“If you’re sure?” “I am sure. You gather up some things for him to wear, and tomorrow we’ll come back here to see what we can salvage out of the bedroom. After that, North is going to take care of getting something more livable in here for the two of you.” Wats hoped his dad didn’t mind him staying with him a few days. “You get some things, like I said, and I’ll make a couple of calls. That way, by the time you’re finished here, I can have my arrangements made as well.” As he figured, Dad was happy to have him. North said he was his hero for doing this. All Wats had wanted to do was go to bed and not wake up anytime soon. It was stressful being the worrier of the family. Taking Rayne to his brother’s house, then to the condo, was about all he could handle this evening. Going to his dad’s condo, Wats was thrilled that he didn’t seem to mind him rushing off to bed and let Wats go without bombarding him with questions. As soon as his head hit the pillow, Wats knew he wasn’t far from sleep. When a phone rang somewhere in the place, he had to catch himself from getting up and answering it. Being dead tired as he was, he didn’t think he could make a sound decision on whether or not he liked chocolate ice cream or vanilla. Or even both, for that matter.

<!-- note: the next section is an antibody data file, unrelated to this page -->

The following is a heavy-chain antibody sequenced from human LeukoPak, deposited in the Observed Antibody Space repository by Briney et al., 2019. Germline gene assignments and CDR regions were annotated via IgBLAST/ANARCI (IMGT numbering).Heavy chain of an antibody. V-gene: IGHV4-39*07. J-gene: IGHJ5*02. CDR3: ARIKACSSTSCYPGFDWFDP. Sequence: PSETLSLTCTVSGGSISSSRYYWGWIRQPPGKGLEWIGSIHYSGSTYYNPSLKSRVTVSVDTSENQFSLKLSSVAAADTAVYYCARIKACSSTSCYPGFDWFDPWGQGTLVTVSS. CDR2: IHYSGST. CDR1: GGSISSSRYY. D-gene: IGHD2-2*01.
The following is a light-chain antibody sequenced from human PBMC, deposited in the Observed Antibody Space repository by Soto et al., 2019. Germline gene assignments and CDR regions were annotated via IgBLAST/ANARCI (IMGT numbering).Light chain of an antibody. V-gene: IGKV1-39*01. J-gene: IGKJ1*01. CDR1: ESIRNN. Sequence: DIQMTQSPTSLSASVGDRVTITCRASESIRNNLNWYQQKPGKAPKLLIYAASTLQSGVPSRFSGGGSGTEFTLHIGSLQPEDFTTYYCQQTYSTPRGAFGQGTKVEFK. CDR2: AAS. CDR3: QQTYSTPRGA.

Thinking briefly of the list he’d brought from his office, Wats wondered if any of the others would help him out with it. He needed someone to work for him to answer phones. To clean up after him and his patients. Also, Wats needed to get laid. Laughing a little, he rolled to his side and smiled. Tomorrow was going to be a brand new day, and he was going to try his best not to be running all over town again. Yes, he thought as slumber took him under, tomorrow was a brand new day.